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To achieve the Government’s net-zero target, emissions from the transport sector need to be greatly reduced. The significant reduction in journeys made at the height of the Covid-19 pandemic gave a glimpse of what low-traffic cities could look like. Overall, transport emissions in 2020 fell by 20%, the greatest percentage decrease by sector, with total emissions reduced by 11%. However, this was largely as a result of the economy coming to a virtual halt, highlighting the scale of the challenge to decarbonise the economy. Further, as restrictions have been gradually lifted, travel has recovered to be similar to pre-pandemic levels, but now with people spending more time in their cars.

Decarbonisation of Transport

In 2019, the Government legislated to set a net zero emissions target by 2050. If met, this target would effectively mean that the UK will end its contribution to global emissions by 2050. In 2019, transport was responsible for 27% of UK greenhouse gas (GHG) emissions, making it the largest emitting sector. Cars, vans and HGVs are responsible for nearly 90% of transport emissions, whilst buses and trains only emit 4%. Active transport, which makes up around a quarter of all trips but just under 4% of total distance travelled, offers the potential to reduce all emissions for shorter journeys.

The Government’s ‘Transport Decarbonisation Plan’ published in July 2021 presents an array of overarching policies which aim to support the move to low-carbon transport. These policies include growing zero-emission vehicle use for personal, public and freight transportation as well as increasing the share of active transport amongst others.

The plan is supported by sector specific strategies, legislation, and funding. For example, the Government plan to end the sale of all new petrol and diesel cars by 2030, with vehicle and infrastructure grants to increase electric vehicle uptake. Meanwhile the bus industry is targeting all buses to be ultra-low or zero-emission by 2025 whilst the rail sector aims to remove all diesel-only powered vehicles from the network by 2040. Further, the Government is developing a 4-year strategy to deliver “bold” plans for active transport.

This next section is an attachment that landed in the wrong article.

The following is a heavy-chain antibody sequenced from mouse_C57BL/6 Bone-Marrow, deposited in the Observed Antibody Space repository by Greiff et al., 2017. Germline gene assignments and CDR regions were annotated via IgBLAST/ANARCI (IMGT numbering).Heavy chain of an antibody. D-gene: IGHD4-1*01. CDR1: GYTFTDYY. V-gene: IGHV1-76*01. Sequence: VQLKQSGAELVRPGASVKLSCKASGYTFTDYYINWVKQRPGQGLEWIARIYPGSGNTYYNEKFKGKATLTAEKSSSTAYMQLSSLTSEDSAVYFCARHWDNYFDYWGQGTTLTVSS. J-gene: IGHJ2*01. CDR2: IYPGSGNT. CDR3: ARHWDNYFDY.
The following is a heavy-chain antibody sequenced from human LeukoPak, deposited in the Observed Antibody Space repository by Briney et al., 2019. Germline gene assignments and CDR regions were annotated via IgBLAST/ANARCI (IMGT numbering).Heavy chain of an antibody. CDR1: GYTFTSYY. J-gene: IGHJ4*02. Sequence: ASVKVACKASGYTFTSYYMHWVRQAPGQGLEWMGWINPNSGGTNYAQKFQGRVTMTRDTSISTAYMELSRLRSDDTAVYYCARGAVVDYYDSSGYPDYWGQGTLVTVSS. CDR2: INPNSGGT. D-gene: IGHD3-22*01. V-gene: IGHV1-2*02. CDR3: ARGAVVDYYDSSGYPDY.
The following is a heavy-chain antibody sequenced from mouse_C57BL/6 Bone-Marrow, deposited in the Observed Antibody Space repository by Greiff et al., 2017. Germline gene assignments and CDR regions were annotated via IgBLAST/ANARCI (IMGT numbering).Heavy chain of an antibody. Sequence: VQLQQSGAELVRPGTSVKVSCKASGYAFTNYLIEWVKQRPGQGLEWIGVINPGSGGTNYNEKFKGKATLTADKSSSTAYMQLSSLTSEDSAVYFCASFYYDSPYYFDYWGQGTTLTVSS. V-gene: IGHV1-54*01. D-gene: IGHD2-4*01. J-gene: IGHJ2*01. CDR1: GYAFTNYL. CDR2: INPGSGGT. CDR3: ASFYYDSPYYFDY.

Covid-19 pandemic

The SARS-CoV-2 (Covid-19) virus reached the UK in January 2020, and in March 2020 the Prime Minister announced the first lockdown, which prohibited the public from leaving their homes without a reasonable excuse. This, and subsequent lockdowns, have not only served to curb the spread of Covid-19, but also led to a significant reduction in transport use.

Cars were the main mode of transport used during the pandemic, as they were perceived as being more Covid-19 safe than alternatives. Further, the use of public transport was discouraged at the start of the pandemic, exacerbating concerns surrounding bus and rail travel. Preventative measures, such as the use of face coverings, have restored some passenger confidence. The Government also supported the rail industry with some £13 bn of support in the 2020/21 financial year. This support was provided so that rail operators could continue to provide services that became financially unviable during the pandemic. While the use of public transport fell, active transport bucked this trend, with levels increasing during the pandemic due to a desire to improve personal health and fitness, as well as being seen as a safer alternative to public transport.

It remains to be seen whether the behavioural changes due to the pandemic will be long lasting. The initial increase in active transport has not been sustained, with levels similar now to those before the pandemic. Public transport usage meanwhile has not recovered to pre-pandemic levels, with car usage a more attractive option.

Combined, decarbonisation policies alongside restrictions to limit the spread of Covid-19 led to a reduction in GHG emissions from the transport sector of 20% in 2020. This in turn contributed to an 11% reduction in the total annual UK GHG emissions. However, this was accompanied by significant reductions in economic activity. The Government has plans for a “green recovery”, as laid out in the 10 Point Plan for a Green Recovery and Transport Decarbonisation Plan; the impact of these on achieving shorter term recovery-based goals alongside longer term net zero targets will only be understood with time.

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